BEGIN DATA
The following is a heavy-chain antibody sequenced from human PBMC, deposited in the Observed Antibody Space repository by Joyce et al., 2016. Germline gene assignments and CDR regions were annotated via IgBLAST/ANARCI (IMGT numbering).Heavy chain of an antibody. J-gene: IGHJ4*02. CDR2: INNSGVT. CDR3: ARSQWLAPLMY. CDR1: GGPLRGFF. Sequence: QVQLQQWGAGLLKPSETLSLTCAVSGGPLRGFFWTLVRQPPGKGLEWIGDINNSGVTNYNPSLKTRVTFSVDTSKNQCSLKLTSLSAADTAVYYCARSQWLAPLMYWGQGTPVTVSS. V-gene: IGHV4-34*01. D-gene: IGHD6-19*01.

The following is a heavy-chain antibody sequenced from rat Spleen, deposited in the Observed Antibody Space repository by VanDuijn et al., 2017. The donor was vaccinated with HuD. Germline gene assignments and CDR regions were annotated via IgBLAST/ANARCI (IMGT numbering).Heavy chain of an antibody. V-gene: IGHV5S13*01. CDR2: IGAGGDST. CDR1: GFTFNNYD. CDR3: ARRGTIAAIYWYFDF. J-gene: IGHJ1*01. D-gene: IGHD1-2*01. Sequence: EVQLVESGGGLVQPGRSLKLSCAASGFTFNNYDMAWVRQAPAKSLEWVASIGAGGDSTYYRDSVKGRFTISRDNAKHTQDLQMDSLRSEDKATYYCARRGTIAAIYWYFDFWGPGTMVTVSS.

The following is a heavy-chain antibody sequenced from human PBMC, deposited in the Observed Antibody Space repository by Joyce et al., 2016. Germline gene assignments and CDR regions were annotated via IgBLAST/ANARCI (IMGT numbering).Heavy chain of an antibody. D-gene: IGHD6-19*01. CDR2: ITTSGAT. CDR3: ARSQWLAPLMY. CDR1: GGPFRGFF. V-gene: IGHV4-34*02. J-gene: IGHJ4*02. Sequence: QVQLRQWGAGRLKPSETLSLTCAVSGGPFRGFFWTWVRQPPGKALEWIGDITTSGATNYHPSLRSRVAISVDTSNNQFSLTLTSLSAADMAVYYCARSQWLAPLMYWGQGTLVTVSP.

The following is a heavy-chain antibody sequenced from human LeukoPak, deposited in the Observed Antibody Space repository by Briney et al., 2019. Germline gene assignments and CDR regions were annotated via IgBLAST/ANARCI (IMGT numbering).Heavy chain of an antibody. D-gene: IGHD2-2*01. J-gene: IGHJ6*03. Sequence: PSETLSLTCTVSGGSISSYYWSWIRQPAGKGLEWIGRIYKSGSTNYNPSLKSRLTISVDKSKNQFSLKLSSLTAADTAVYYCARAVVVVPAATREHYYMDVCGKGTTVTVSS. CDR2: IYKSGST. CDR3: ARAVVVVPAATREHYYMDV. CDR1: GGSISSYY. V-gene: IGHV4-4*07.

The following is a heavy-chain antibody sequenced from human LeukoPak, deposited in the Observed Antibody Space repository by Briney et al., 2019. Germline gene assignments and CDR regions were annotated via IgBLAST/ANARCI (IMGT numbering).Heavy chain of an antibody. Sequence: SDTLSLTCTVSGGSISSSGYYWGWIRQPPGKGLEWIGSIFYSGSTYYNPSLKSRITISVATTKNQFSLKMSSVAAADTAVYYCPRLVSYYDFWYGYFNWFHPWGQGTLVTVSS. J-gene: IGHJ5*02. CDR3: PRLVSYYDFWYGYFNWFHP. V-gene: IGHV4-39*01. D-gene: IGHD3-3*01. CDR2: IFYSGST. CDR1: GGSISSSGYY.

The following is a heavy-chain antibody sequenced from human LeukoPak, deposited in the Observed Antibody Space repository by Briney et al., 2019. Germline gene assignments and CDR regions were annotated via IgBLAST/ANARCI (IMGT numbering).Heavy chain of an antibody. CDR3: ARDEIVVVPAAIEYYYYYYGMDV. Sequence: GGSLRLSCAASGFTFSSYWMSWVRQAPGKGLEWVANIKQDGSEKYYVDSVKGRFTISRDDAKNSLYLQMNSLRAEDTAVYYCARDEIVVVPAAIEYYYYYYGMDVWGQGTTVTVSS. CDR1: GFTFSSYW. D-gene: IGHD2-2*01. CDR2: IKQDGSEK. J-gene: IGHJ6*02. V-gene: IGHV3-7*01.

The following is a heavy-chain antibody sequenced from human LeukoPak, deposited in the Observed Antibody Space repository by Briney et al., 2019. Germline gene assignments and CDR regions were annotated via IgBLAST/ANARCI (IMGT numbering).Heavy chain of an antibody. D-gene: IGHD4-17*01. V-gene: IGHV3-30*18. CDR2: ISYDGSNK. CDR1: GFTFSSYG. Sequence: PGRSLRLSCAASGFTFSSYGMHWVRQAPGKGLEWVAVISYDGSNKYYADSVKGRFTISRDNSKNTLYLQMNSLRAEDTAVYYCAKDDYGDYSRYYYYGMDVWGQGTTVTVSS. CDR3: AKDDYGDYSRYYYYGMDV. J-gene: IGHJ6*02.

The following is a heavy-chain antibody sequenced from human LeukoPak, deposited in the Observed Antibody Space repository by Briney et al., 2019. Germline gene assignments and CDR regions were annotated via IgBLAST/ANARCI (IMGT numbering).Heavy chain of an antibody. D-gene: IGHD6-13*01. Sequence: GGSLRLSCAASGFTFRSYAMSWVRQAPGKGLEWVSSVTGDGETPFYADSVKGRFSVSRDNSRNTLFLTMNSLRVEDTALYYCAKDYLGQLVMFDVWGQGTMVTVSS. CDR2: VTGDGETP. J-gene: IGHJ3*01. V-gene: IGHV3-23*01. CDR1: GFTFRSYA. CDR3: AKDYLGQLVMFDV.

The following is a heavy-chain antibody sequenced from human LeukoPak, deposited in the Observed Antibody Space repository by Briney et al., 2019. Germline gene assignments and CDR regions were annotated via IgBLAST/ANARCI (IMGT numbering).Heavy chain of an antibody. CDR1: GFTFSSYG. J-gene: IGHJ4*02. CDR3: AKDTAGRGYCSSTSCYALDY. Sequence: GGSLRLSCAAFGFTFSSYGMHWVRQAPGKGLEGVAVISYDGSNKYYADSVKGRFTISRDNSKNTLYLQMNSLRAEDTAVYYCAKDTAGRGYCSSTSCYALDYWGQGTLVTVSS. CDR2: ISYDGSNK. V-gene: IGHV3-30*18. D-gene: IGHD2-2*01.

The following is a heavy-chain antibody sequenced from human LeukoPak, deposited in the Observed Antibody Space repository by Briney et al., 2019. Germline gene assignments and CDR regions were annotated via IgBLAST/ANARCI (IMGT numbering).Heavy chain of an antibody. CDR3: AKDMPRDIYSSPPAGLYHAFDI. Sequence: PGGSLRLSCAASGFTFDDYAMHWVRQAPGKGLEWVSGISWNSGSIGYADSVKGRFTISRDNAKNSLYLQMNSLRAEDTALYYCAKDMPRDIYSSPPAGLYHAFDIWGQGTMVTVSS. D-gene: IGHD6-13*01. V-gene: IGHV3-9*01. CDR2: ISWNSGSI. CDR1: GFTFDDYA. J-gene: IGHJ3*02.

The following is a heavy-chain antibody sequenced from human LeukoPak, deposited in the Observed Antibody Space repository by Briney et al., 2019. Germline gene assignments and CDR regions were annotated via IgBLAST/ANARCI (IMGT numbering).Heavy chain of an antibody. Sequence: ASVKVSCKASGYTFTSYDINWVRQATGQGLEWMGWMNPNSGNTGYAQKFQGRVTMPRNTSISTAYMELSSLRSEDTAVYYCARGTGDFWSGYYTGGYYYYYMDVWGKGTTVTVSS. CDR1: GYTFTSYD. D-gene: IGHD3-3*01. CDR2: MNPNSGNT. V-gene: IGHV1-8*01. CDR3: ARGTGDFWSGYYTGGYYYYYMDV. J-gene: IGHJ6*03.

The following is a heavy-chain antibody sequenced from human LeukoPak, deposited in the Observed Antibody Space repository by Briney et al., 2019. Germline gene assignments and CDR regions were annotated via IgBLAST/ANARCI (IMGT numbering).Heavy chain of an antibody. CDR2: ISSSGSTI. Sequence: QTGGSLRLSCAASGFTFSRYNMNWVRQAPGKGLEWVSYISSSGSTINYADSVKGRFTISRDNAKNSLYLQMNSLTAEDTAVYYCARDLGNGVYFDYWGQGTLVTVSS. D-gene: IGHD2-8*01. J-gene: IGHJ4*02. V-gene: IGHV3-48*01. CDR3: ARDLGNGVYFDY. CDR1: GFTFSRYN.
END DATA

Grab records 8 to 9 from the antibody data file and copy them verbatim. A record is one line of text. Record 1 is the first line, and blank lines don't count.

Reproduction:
The following is a heavy-chain antibody sequenced from human LeukoPak, deposited in the Observed Antibody Space repository by Briney et al., 2019. Germline gene assignments and CDR regions were annotated via IgBLAST/ANARCI (IMGT numbering).Heavy chain of an antibody. D-gene: IGHD6-13*01. Sequence: GGSLRLSCAASGFTFRSYAMSWVRQAPGKGLEWVSSVTGDGETPFYADSVKGRFSVSRDNSRNTLFLTMNSLRVEDTALYYCAKDYLGQLVMFDVWGQGTMVTVSS. CDR2: VTGDGETP. J-gene: IGHJ3*01. V-gene: IGHV3-23*01. CDR1: GFTFRSYA. CDR3: AKDYLGQLVMFDV.

The following is a heavy-chain antibody sequenced from human LeukoPak, deposited in the Observed Antibody Space repository by Briney et al., 2019. Germline gene assignments and CDR regions were annotated via IgBLAST/ANARCI (IMGT numbering).Heavy chain of an antibody. CDR1: GFTFSSYG. J-gene: IGHJ4*02. CDR3: AKDTAGRGYCSSTSCYALDY. Sequence: GGSLRLSCAAFGFTFSSYGMHWVRQAPGKGLEGVAVISYDGSNKYYADSVKGRFTISRDNSKNTLYLQMNSLRAEDTAVYYCAKDTAGRGYCSSTSCYALDYWGQGTLVTVSS. CDR2: ISYDGSNK. V-gene: IGHV3-30*18. D-gene: IGHD2-2*01.